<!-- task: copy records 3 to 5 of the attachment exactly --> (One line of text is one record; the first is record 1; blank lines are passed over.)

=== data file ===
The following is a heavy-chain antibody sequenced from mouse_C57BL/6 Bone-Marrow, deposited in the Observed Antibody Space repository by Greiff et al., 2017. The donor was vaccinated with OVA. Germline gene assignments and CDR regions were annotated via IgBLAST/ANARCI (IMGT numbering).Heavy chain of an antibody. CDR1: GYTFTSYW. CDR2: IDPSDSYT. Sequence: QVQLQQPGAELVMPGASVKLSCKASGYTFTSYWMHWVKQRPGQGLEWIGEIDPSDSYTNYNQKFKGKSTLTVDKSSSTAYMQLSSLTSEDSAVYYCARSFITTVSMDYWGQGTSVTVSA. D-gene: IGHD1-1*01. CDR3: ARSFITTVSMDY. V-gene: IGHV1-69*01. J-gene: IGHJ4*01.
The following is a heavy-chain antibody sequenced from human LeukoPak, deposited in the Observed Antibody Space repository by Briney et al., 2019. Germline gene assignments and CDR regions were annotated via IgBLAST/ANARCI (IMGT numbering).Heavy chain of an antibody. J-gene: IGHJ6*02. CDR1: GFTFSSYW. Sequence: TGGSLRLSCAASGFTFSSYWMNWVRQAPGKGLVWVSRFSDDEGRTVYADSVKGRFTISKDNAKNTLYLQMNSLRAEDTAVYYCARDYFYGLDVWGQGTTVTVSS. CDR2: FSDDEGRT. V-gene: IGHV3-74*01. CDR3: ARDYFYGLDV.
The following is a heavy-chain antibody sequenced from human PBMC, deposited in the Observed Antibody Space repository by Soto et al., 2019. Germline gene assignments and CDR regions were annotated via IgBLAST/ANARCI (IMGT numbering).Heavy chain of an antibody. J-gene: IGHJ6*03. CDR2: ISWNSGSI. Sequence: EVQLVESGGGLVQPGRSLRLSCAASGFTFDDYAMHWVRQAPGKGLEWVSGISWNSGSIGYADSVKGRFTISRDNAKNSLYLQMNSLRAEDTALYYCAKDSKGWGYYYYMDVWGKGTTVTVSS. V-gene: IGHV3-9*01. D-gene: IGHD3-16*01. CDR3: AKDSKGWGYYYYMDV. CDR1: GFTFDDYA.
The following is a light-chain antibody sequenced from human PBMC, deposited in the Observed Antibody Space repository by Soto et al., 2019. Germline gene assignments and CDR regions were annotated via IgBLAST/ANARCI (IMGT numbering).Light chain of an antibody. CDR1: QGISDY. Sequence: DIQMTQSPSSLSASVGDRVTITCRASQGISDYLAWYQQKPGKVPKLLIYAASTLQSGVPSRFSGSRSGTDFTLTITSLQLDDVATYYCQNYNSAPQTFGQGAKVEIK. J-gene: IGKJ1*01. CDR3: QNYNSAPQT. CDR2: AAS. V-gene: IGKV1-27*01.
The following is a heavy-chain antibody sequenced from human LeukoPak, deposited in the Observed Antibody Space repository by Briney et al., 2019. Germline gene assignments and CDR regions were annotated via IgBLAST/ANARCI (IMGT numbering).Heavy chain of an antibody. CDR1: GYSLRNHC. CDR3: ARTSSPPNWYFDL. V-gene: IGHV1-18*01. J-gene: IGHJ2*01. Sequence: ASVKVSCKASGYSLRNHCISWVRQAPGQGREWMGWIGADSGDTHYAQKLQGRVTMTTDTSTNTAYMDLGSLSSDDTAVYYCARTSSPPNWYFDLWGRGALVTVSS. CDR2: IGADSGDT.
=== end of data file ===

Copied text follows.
The following is a heavy-chain antibody sequenced from human PBMC, deposited in the Observed Antibody Space repository by Soto et al., 2019. Germline gene assignments and CDR regions were annotated via IgBLAST/ANARCI (IMGT numbering).Heavy chain of an antibody. J-gene: IGHJ6*03. CDR2: ISWNSGSI. Sequence: EVQLVESGGGLVQPGRSLRLSCAASGFTFDDYAMHWVRQAPGKGLEWVSGISWNSGSIGYADSVKGRFTISRDNAKNSLYLQMNSLRAEDTALYYCAKDSKGWGYYYYMDVWGKGTTVTVSS. V-gene: IGHV3-9*01. D-gene: IGHD3-16*01. CDR3: AKDSKGWGYYYYMDV. CDR1: GFTFDDYA.
The following is a light-chain antibody sequenced from human PBMC, deposited in the Observed Antibody Space repository by Soto et al., 2019. Germline gene assignments and CDR regions were annotated via IgBLAST/ANARCI (IMGT numbering).Light chain of an antibody. CDR1: QGISDY. Sequence: DIQMTQSPSSLSASVGDRVTITCRASQGISDYLAWYQQKPGKVPKLLIYAASTLQSGVPSRFSGSRSGTDFTLTITSLQLDDVATYYCQNYNSAPQTFGQGAKVEIK. J-gene: IGKJ1*01. CDR3: QNYNSAPQT. CDR2: AAS. V-gene: IGKV1-27*01.
The following is a heavy-chain antibody sequenced from human LeukoPak, deposited in the Observed Antibody Space repository by Briney et al., 2019. Germline gene assignments and CDR regions were annotated via IgBLAST/ANARCI (IMGT numbering).Heavy chain of an antibody. CDR1: GYSLRNHC. CDR3: ARTSSPPNWYFDL. V-gene: IGHV1-18*01. J-gene: IGHJ2*01. Sequence: ASVKVSCKASGYSLRNHCISWVRQAPGQGREWMGWIGADSGDTHYAQKLQGRVTMTTDTSTNTAYMDLGSLSSDDTAVYYCARTSSPPNWYFDLWGRGALVTVSS. CDR2: IGADSGDT.